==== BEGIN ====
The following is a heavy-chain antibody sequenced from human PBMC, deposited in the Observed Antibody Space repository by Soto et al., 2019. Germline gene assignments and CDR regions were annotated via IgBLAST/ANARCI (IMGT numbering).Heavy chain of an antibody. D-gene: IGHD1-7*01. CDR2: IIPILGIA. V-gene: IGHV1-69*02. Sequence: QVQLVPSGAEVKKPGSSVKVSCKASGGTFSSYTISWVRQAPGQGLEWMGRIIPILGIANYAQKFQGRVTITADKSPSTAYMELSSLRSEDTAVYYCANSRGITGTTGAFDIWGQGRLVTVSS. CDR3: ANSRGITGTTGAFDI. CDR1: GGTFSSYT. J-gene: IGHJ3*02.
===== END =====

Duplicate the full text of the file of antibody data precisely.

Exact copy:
The following is a heavy-chain antibody sequenced from human PBMC, deposited in the Observed Antibody Space repository by Soto et al., 2019. Germline gene assignments and CDR regions were annotated via IgBLAST/ANARCI (IMGT numbering).Heavy chain of an antibody. D-gene: IGHD1-7*01. CDR2: IIPILGIA. V-gene: IGHV1-69*02. Sequence: QVQLVPSGAEVKKPGSSVKVSCKASGGTFSSYTISWVRQAPGQGLEWMGRIIPILGIANYAQKFQGRVTITADKSPSTAYMELSSLRSEDTAVYYCANSRGITGTTGAFDIWGQGRLVTVSS. CDR3: ANSRGITGTTGAFDI. CDR1: GGTFSSYT. J-gene: IGHJ3*02.